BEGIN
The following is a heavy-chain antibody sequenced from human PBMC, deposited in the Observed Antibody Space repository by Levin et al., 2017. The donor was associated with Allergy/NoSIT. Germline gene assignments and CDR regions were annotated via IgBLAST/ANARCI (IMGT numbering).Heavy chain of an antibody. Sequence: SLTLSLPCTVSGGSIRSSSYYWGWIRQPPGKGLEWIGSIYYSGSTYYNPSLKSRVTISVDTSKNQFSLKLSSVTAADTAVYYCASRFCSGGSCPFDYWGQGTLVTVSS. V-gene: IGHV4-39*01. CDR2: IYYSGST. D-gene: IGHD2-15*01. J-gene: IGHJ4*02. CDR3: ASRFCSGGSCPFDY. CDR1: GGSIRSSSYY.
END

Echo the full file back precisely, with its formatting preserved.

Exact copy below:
The following is a heavy-chain antibody sequenced from human PBMC, deposited in the Observed Antibody Space repository by Levin et al., 2017. The donor was associated with Allergy/NoSIT. Germline gene assignments and CDR regions were annotated via IgBLAST/ANARCI (IMGT numbering).Heavy chain of an antibody. Sequence: SLTLSLPCTVSGGSIRSSSYYWGWIRQPPGKGLEWIGSIYYSGSTYYNPSLKSRVTISVDTSKNQFSLKLSSVTAADTAVYYCASRFCSGGSCPFDYWGQGTLVTVSS. V-gene: IGHV4-39*01. CDR2: IYYSGST. D-gene: IGHD2-15*01. J-gene: IGHJ4*02. CDR3: ASRFCSGGSCPFDY. CDR1: GGSIRSSSYY.